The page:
Analysts concur. “Uber's been in business since 2009, yet, according to its own reports, it had negative cash flow last year of $2 billion and pays interest on $4 billion in debt,” says Jeff Yastine, a senior equities analyst at Banyan Hill Publishing. “If a company can't at least be EBITDA positive during a decade-long bull market, with zero interest rates and the easiest of ‘easy money' policies by the Fed . . . well, what further ‘help' does it need to turn a profit?”
Uber has been using venture capital to subsidize low-cost rides for users. As it starts to raise prices, consumers may drop off. Investors are excited about Uber's public offering, but the IPO may mostly be a way to let the venture capitalists, who have long supported the brand, cash out. New shareholders will have contend with how Uber becomes profitable–and if it can.
Amid these concerns are yet more big questions about how regulation will affect the company. In New York, the Taxi Workers Alliance convinced city government to instill a one-year cap on new ride-hail licenses and a $17.22-per-hour wage minimum. In London, Uber is working under a 15-month probationary license after Transport of London initially revoked the company's license over safety concerns.
The driver question
On Wednesday, ahead of the IPO, Uber and Lyft drivers in cities across the globe went on strike over wages and working conditions. Another battle happening in parallel is over a question of whether drivers for Uber and Lyft should be classified as contractors or employees. In March, Uber settled a class-action lawsuit with drivers not bound by arbitration agreements for $20 million, in order to avoid reclassifying workers. Both Uber and Lyft have stated in SEC filings that if either were to have to make drivers declared to be employees, their businesses would be aversely affected.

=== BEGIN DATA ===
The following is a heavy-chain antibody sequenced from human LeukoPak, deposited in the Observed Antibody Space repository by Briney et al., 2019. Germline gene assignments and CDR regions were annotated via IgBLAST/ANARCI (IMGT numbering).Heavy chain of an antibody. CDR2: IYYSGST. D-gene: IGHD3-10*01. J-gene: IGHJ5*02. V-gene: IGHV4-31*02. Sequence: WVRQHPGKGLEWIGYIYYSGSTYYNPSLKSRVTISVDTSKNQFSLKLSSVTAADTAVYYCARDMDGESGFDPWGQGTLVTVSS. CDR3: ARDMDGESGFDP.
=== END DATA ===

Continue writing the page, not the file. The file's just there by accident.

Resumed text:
Currently, Uber pays drivers a fee for driving based on miles driven, time spent driving, and demand for rides. Giving drivers a flat fee per hour or set hours could add significant cost to Uber.
“Even if the United States classifies platform drivers as employees,” says Sundararajan, “the company that will be able to absorb that more easily is Uber. From a competitive point of view, having contractors classified as employees might actually help.”
Those who are bullish on the company compare it to Amazon, which was unprofitable for years as a public company. Uber CEO Dara Khosrowshahi agrees there are similarities between Uber and Amazon but acknowledges Amazon was a much younger company when it went public.
“We are much bigger, much more mature as a company as we go public, and if you do look at the growth rates, our audience is growing 33% on a year on year basis, transactions are growing 36%. To be able to grow transactions 36% on a $50-billion base is pretty incredible, and we hope to keep it going,” he told CNBC.
Amazon lured customers to online shopping with subsidized prices on goods, had almost no competition, and now commands half of all U.S. e-commerce marketshare. But it also built out other businesses like AWS that support its current profitability. There are a lot of elements threatening Uber's ride-hail business from ever becoming profitable, though the company says it is profitable in some markets. While its side businesses, Eats and Freight, hold promise, neither are poised to be Uber's AWS.
Meanwhile, others are not so keen on the Amazon comparison. “It worked for Amazon, but Amazon was at least cash-flow positive within a few years of opening its doors,” says the analyst Yastine. “As a general rule, if a company can't show a real profit in four or five years of steady operations, I doubt it will ever show a profit.”
Comments are closed.